Labour’s manifesto – not good news for employee ownership?
If the Labour Party wins the election, their manifesto has promised the removal of entrepreneurs’ relief (ER), which provides a 10% capital gains tax (CGT) rate on the sale of shares in certain circumstances. (It’s probably worth nothing that the Treasury is already grumbling about the costs of ER, so ER might die a death even if Labour don’t win a majority.)
ER is currently a big selling point when it comes to Enterprise Management Incentive (EMI) options. If an employee has acquired shares under an EMI scheme, they will benefit from ER on the sale of those shares, provided the option was granted at least 2 years before the date the shares are sold. The usual ER rules (requiring, for example, the employee to hold at least 5% of the shares in their company) don’t apply.
Could the removal of ER be the end of the world as we know it for EMI options?
We don’t think so. At the moment, the ER relief for EMI is the cherry on the icing on the cake in terms of tax advantaged share option schemes. The only other discretionary tax advantaged option scheme is the Company Share Option Plan (CSOP), which doesn’t offer ER relief. However, EMI offers a number of other advantages over CSOP outside the ER cherry – including larger option grant limits and greater flexibility as to the type of shares that can be used and the exercise conditions for the options.
In fact, the far bigger threat from Labour’s manifesto to any type of tax advantaged share scheme would be the changes to CGT rates. These are proposed to increase to the same level as income tax, and with the annual CGT exemption reduced from £12,000 to £1,000. The rate of CGT would still be lower than the charge on income, because NICs charges would not apply. (Of course, such a change would have an enormous impact far beyond the narrow world of share schemes.)
Delivering shares into the hands of employees is not just about the tax advantages – but it’s true to say that they provide a strong “nudge” to encourage companies in this direction, just as tax advantages encourage individuals towards saving towards a pension. The reasoning behind this is that governments of all stripes recognise the variety of advantages that sit alongside broader share ownership, including higher employee engagement, stronger workforce retention and improved productivity. (Take a look at The Ownership Dividend for a taster.)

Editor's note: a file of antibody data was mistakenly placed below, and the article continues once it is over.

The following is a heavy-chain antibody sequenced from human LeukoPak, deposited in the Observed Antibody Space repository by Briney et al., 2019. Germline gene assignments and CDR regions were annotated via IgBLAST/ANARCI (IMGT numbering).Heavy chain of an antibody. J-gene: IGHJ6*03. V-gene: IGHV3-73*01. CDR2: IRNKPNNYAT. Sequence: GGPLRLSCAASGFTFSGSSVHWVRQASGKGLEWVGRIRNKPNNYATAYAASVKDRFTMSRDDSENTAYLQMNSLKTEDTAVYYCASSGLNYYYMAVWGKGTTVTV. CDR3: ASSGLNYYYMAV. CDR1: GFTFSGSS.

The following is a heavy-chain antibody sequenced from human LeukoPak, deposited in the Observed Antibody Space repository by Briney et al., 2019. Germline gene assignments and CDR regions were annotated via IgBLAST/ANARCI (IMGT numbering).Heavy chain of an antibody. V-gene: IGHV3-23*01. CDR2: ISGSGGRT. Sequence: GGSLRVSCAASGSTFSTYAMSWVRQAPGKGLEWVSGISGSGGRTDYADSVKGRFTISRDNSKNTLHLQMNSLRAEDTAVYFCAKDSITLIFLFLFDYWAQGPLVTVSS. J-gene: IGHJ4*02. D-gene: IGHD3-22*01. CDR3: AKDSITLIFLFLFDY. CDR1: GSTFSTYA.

RM2 looks very dimly on the implementation of employee share schemes purely to deliver a tax advantage – and the current differential between the 10% ER rate and the top rate of income tax does, in some cases, result in businesses creating unnecessarily imaginative ruses to achieve the “holy grail” of a 10% tax rate. That isn’t okay.
However, we think that removing the nudge of beneficial tax treatment for employee share schemes will inevitably reduce the positive behaviour it is intended to encourage – and, alongside that, the advantages for the wider economy that employee ownership has been demonstrated to achieve.
Positive behaviours need encouragement. Narrowing the gap between CGT and income tax rates is not necessarily a bad thing. Removing it almost completely is, we believe, a step too far.
If you’d like to find out more about employee share schemes, tax advantaged or otherwise, call us on 0208 949 5522 to speak to one of our consultants, or email us on email@example.com.